Critical Care Medicine-Endocrine Disorders>>>>>Renin-Angiotensin-Aldosterone System
Question 2#

A 68-year-old male with a history of coronary artery disease/myocardial infarction treated with a drug-eluting stent and controlled hypertension develops microscopic hematuria and is scheduled for cystoscopy. His medication list includes metoprolol XL 100 mg daily, losartan 50 mg daily, atorvastatin 80 mg daily, and aspirin 81 mg. His preoperative examination is unremarkable, and patient reports exercise capacity >4 METs. Per his instructions from his surgeon, he has continued taking all his medications except for holding his lisinopril and metformin the night before. After an uneventful induction and intubation, the patient’s blood pressure drops from 132/68 to 70/42 mm Hg, with pulse continuing at 66 beats/min. The patient’s five-lead electrocardiogram demonstrates sinus rhythm but with new 1 mm ST depressions in his precordial leads. End-tidal CO2 and pulse oximetry are unchanged. The blood pressure does not improve with repeated boluses of phenylephrine and ephedrine, or with a fluid bolus of 500 mL, necessitating vasopressin and epinephrine boluses. Bedside transthoracic echocardiogram demonstrates a hyperdynamic and collapsed LV, no wall motion abnormalities, no valvular lesions, and no pericardial effusion. Decision is made to postpone the patient’s elective surgery and awaken him. Upon emergence, the patient’s blood pressure recovers to 124/62 mm Hg and pulse 60 beats/min. The patient is extubated successfully with no neurological sequelae.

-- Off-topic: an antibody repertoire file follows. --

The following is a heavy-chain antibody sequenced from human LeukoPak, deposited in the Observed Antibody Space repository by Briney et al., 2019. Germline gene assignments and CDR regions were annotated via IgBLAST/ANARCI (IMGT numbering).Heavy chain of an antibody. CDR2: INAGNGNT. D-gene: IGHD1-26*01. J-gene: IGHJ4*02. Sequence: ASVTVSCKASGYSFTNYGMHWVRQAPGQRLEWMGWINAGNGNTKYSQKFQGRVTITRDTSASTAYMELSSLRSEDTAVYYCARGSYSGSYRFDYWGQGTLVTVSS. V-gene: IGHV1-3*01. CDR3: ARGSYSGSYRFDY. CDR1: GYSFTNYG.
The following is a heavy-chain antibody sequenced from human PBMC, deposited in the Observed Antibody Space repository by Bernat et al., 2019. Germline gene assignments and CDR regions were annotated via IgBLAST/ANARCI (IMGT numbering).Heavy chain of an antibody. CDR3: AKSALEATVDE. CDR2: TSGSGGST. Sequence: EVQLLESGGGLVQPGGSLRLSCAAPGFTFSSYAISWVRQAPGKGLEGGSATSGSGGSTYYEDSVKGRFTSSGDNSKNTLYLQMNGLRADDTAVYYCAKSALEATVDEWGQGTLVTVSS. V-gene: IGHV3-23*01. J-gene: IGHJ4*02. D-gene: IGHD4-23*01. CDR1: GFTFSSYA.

Which of the following is the most likely etiology of the patient’s hypotension?

A. Hypovolemia
B. Medication effect
C. Acute myocardial infarction
D. Pulmonary embolism

Correct Answer is B


Correct Answer: B

Losartan is a highly selective angiotensin (AT1) receptor blocker (ARB), and like other ARBs and ACE inhibitors, is used for treatment of hypertension, heart failure, and prevention of cardiac remodeling after myocardial infarction. By displacing angiotensin II from the AT1 receptor, ARBs antagonize AT1-receptor–induced vasoconstriction, aldosterone, catecholamine and arginine-vasopressin release, water intake, and hypertrophic responses. During general anesthesia, maintenance of blood pressure is dependent on the RAAS and AT1 activation. By blocking AT1, losartan may precipitate severe hypotension under general anesthesia. Chronic AT1-blockade can also reduce the vasoconstrictor response to alpha1 receptors activated by norepinephrine, causing resistance to direct and indirect pharmacologic intervention, as seen in this patient. Clinical studies have shown that vasopressin can restore the sympathetic response and is useful in cases of refractory hypotension in patients with chronic RAAS inhibition undergoing general anesthesia. Norepinephrine, with much more potent alpha1 activation than phenylephrine, is also recommended as it may have a more favorable effect on splanchnic perfusion and oxygen. 

While the patient’s NPO status may result in hypovolemia, the lack of response to a fluid bolus makes hypovolemia alone a less likely cause of this patient’s hypotension during general anesthesia. The patient reported great exercise capacity, no symptoms of heart failure, no signs of acute infarction on ECG, and return to normal blood pressure after discontinuation of general anesthesia, making an acute myocardial infarction or pulmonary embolism unlikely. 


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